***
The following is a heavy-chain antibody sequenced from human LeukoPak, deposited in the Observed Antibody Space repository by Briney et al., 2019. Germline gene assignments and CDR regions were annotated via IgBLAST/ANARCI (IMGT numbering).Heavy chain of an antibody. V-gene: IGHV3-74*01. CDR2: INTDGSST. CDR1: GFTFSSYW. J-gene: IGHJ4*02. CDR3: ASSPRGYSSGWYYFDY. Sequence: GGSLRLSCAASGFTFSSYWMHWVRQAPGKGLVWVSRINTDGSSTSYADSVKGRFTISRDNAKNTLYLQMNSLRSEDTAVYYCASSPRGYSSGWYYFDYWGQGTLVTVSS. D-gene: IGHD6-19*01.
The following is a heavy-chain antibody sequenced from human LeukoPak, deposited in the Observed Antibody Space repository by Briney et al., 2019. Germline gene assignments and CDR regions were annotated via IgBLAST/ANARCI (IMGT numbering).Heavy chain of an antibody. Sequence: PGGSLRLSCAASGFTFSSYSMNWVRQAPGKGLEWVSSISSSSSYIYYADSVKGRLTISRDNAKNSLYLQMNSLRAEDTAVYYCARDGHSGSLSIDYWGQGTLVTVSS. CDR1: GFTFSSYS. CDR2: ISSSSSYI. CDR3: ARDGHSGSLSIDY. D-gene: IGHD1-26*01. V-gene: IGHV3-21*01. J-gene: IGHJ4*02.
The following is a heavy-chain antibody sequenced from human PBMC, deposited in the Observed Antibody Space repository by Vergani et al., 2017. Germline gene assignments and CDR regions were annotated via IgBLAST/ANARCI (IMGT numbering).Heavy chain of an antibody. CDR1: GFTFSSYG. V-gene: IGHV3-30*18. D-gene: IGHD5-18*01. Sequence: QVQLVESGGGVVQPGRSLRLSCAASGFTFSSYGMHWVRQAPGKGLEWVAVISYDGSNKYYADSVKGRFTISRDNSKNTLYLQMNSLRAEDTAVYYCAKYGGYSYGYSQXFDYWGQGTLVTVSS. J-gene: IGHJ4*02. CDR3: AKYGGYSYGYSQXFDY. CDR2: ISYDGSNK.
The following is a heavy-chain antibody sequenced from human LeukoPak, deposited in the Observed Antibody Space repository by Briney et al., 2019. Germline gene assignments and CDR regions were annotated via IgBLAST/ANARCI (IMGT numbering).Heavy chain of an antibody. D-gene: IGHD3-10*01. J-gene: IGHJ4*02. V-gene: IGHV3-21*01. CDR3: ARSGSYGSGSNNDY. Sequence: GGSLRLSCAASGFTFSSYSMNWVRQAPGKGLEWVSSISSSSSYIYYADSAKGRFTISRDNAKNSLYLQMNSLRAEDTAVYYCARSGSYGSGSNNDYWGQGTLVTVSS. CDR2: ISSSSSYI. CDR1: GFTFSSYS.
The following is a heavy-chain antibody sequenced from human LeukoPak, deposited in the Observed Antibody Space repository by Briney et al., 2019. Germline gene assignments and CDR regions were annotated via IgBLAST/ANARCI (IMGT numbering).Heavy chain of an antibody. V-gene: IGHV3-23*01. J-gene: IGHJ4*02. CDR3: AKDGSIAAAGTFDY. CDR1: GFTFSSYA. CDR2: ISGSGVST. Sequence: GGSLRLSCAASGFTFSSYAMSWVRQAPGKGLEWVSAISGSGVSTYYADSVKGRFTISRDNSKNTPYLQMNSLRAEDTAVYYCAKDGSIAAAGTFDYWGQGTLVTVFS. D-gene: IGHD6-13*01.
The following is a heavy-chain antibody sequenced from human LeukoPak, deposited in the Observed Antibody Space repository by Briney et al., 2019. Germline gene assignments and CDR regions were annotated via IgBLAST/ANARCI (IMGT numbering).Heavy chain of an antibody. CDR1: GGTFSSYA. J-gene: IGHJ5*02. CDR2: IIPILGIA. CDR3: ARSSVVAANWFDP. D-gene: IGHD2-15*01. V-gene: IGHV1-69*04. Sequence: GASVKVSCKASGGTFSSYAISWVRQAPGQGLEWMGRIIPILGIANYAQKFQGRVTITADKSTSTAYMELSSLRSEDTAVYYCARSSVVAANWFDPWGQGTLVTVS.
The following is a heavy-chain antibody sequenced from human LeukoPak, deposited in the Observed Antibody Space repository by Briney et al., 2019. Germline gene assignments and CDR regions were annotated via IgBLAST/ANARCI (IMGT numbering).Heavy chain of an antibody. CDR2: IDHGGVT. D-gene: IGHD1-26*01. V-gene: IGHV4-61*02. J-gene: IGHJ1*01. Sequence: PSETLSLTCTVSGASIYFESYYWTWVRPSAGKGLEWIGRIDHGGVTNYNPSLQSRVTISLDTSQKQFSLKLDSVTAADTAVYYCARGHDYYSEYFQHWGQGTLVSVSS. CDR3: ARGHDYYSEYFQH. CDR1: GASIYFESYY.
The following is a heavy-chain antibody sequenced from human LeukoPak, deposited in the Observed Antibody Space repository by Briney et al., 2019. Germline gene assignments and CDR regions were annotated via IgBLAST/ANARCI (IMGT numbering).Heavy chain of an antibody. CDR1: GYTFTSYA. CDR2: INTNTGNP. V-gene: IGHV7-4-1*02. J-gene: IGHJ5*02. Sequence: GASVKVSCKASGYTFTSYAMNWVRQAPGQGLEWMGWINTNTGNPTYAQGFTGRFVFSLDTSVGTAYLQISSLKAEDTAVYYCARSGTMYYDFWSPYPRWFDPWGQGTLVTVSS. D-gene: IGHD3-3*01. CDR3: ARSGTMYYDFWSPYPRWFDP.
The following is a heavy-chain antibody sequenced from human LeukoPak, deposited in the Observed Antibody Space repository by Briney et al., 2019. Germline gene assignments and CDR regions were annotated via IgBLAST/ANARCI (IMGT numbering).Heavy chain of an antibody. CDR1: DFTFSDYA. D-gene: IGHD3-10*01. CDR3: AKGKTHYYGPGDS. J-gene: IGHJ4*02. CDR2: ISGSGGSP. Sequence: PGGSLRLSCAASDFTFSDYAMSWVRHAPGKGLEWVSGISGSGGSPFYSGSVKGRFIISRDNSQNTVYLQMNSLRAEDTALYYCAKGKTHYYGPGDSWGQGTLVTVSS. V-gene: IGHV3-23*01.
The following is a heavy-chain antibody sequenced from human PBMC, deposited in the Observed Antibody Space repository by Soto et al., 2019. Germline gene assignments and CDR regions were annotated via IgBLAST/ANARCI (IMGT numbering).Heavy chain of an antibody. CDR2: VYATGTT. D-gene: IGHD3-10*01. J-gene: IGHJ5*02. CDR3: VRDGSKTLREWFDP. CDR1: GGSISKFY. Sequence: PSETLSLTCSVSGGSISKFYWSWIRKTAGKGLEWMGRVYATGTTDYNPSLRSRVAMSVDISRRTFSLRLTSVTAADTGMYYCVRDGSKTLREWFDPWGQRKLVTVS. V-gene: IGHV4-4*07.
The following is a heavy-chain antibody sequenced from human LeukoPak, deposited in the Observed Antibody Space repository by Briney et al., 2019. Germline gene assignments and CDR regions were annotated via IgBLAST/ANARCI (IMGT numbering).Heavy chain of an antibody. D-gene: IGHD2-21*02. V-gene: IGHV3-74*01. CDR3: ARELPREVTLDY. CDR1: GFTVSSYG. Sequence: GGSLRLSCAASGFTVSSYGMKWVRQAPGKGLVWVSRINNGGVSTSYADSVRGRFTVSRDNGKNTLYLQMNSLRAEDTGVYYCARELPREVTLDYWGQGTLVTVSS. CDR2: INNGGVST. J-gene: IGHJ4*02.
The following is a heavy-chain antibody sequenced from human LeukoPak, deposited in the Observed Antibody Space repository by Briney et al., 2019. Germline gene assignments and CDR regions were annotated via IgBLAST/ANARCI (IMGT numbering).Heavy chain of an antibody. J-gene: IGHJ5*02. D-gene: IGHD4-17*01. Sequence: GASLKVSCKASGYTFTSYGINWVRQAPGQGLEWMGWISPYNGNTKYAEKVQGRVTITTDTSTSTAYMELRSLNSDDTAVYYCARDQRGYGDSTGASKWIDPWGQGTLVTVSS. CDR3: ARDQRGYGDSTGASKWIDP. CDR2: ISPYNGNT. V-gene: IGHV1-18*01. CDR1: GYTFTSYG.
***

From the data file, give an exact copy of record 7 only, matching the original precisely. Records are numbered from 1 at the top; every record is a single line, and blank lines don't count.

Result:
The following is a heavy-chain antibody sequenced from human LeukoPak, deposited in the Observed Antibody Space repository by Briney et al., 2019. Germline gene assignments and CDR regions were annotated via IgBLAST/ANARCI (IMGT numbering).Heavy chain of an antibody. CDR2: IDHGGVT. D-gene: IGHD1-26*01. V-gene: IGHV4-61*02. J-gene: IGHJ1*01. Sequence: PSETLSLTCTVSGASIYFESYYWTWVRPSAGKGLEWIGRIDHGGVTNYNPSLQSRVTISLDTSQKQFSLKLDSVTAADTAVYYCARGHDYYSEYFQHWGQGTLVSVSS. CDR3: ARGHDYYSEYFQH. CDR1: GASIYFESYY.